Las Paylas or Las Pailas – A Natural Water Slide in Luquillo
Being a rain forest, there are plenty of rivers that come down from El Yunque. Over many years, the rushing waters have made some of these river rocks into natural playgrounds, complete with pools and water slides. There is a place in Luquillo called Las Paylas (or Las Pailas) were the rocks in this river are really smooth and make for some really fun slides.
Geting an Orientation
The Las Paylas water slides (or chorreras, in Spanish) are very popular with the locals. This area is beautiful to look at. It’s a fun place to picnic and spend some time watching the people slide, or just to play in the water pools.
We went one afternoon during a holiday in the spring, and the place was pretty busy. I imagine, in the summer and especially on weekends in July, the place must be a mad-house full of people! But we purposefully went when we knew there would be some locals there to show us where to go and how to do it.
I really recommend asking first, since there are recommended spots to get into the slides — which you won’t know unless you ask or watch for a while. The local kids are usually more than happy to show you the course. As expected, the kids (especially the young boys) will show off, doing all sorts of crazy sliding moves.
I was looking for basic, how-to tips. My main concern with natural water slides is how smooth they actually are — is my butt going to meet some rough rocks? I asked some teen girls and they assured me it was smooth, and gave me some pointers. OK — I was game.
There are two slide areas here. The bigger, faster one, and the smaller, slower one. I decided to try the slower one first!
The Lower & Slower Slide
The slower slide is downstream (to the right) from where the trail meets the river. This does require a walk down the rocks. The locals go barefoot (and I bet it provides better traction), but I wore Crocs and Ray had water shoes. Footware with some traction is helpful.
This lower slide is about 12-15 feet long, and a straight course into the pool. It starts right after a pretty little waterfall cavern. I sat in this pool and enjoyed the water. It was chilly (or refreshing as we like to say!).
There were some local kids there and one of them showed me where to get into this slide, and he did it to show me how. Then it was my turn.
It was really smooth (thankfully!) and not too fast. The pool at the bottom was deep (about 8-10 feet) and the rocks were a bit slippery for getting out. But I enjoyed the ride enough to decide that I would try the faster, larger one.
The Upper & Faster Slide
The faster slide is upstream (to the left) of where the trail meets the river. For this one, you have to climb up the large rocks to the starting point. This slide is about 30 feet long and has some twists and turns. The girls told me to try to keep my arms in close to my body, so that I wouldn’t hit my elbows on the sides. They also suggested to try to remain upright. What they didn’t mention is that keeping my arms in would not help me balance through the twists and turns! But I was game, and off I went.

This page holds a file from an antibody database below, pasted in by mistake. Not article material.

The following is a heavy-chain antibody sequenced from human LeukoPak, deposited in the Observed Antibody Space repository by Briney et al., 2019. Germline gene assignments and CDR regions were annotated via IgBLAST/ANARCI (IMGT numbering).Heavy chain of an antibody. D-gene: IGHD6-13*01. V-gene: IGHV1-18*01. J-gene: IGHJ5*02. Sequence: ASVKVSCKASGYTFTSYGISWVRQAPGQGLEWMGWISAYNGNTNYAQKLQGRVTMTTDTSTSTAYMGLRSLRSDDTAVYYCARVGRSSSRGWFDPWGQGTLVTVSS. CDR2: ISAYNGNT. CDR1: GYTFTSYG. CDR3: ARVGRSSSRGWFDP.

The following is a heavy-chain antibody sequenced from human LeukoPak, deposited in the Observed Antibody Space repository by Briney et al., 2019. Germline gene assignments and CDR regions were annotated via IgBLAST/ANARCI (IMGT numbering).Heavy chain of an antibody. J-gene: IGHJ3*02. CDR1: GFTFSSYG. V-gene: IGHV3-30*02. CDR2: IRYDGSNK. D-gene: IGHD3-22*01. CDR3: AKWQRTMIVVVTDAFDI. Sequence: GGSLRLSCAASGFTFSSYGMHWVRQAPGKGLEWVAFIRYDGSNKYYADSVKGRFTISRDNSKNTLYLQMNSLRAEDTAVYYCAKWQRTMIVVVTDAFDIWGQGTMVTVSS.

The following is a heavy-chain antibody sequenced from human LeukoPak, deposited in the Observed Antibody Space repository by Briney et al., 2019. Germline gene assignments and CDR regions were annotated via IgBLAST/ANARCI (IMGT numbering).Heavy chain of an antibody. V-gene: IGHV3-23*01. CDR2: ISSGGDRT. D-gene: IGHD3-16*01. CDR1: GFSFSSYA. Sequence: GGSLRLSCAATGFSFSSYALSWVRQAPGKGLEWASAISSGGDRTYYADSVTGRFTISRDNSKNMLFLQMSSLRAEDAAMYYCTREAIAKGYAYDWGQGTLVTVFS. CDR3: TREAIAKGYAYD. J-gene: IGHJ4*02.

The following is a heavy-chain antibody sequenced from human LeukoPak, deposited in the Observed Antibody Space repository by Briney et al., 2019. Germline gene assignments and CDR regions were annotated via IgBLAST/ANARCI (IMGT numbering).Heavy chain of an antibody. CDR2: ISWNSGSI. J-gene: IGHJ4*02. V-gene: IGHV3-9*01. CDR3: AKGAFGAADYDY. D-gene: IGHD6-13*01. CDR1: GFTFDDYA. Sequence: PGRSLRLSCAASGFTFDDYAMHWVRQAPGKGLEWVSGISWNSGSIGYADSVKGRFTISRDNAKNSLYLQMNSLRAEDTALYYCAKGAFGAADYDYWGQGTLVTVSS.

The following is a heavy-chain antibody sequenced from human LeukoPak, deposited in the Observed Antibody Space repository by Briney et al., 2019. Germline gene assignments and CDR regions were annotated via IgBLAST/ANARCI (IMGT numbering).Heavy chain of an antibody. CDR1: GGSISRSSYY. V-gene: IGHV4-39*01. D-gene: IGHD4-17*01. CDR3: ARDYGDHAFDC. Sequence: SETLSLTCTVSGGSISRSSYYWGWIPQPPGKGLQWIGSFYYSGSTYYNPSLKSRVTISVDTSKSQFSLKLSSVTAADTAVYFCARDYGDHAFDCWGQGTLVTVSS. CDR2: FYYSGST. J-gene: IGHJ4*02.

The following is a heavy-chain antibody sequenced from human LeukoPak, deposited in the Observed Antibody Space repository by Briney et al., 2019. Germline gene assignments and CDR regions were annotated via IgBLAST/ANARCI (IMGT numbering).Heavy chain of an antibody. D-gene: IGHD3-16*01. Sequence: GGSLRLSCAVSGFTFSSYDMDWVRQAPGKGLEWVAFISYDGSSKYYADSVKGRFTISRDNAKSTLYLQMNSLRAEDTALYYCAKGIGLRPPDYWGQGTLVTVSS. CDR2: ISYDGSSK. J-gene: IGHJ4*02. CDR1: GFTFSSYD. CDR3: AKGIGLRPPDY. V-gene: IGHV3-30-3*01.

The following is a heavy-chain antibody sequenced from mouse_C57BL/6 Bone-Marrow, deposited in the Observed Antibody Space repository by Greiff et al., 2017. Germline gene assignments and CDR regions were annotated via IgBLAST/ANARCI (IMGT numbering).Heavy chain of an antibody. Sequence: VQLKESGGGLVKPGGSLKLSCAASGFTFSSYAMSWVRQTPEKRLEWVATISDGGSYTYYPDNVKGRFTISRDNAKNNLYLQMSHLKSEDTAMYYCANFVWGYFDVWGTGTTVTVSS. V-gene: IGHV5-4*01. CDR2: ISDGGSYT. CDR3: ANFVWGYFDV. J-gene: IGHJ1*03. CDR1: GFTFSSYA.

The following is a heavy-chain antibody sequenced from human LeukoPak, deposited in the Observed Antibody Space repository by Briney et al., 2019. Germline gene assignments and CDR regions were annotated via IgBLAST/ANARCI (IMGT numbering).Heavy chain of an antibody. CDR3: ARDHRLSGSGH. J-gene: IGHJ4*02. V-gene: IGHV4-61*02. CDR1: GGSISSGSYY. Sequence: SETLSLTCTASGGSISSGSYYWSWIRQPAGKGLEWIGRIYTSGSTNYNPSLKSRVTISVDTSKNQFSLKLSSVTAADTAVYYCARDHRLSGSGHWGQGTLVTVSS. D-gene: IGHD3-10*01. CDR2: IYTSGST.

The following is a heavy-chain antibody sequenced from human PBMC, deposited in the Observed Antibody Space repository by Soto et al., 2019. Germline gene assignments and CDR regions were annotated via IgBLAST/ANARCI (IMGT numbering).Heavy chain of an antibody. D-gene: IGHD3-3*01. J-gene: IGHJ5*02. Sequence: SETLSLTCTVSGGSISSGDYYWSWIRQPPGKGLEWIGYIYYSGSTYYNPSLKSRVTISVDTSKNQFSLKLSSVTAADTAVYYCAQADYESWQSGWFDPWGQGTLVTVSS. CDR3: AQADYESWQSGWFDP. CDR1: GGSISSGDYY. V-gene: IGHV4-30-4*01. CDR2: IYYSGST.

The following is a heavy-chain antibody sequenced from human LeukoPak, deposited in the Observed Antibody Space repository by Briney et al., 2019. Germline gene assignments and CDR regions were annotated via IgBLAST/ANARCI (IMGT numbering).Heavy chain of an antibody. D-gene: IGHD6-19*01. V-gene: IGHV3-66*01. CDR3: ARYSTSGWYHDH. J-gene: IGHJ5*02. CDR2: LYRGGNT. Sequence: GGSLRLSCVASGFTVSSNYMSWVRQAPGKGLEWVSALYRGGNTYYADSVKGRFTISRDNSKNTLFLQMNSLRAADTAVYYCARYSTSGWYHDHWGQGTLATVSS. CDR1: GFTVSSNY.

I was less than graceful, but I made it! It was fast and the turns do twist you around a bit. The pool at the end is also deep, but easier to get out of than the lower pool. I did end up getting a small scrape on my elbow, but it was fun!
If you watch the kids, many of them do run their hands along the walls as the go down for stability. Some of the kids do really crazy stuff — head first, standing up, a train — all kinda scary looking but fun to watch.
There is no charge, per se, at the river. However, for easy access you can pay $5 to park or 50¢ per person to walk down some guy’s trail to the river.
The area had some trash from people’s picnics, but it wasn’t too dirty. Please try to keep the place clean — collect your trash and take it back home to throw away.
You are responsible for your own safety. Be cautious — these are slippery rocks, so you need to be careful when walking around on them. Also, never go into the rivers during a rain (flash floods happen often) or even a day or two after a rain, since the current can be too strong to be safe. People have been hurt while playing in this river/water slide area. Respect nature and be safe.
Driving directions from San Juan: Take Route 3 until you get to the Sabana exit (it is the second exit for Road 992 you come to traveling east on Route 3). There is a sign just before the exit, but none right at the exit. It is the exit after Playa Azul corner. Take Road 992 and then make a left onto Road 991. Continue until you see a sign for Sabana and turn right onto Road 983. Follow Road 983 for a while. You will see a house with a chain link fence around the yard and the words Las Paylas on a garbage can and mailbox. This is what you’re looking for. There is a path down to the river at this house. You can pull in and park in this lot ($5 per car) or you can park along the road and walk into this property and pay 50¢ per person to use the path. The owner’s name is Carlos Concepcion. He said he is there almost every day. He told me that even if he is not home, you can come in and use his path (his dogs seemed tame) and if you see him later, you can pay him then. Nice guy. The trail down to the river is not too long (150 ft maybe), but it is steep in spots, and it can be muddy.
Use this map to locate places mentioned in this article. You can click on a placemark to view the GPS coordinates for that place.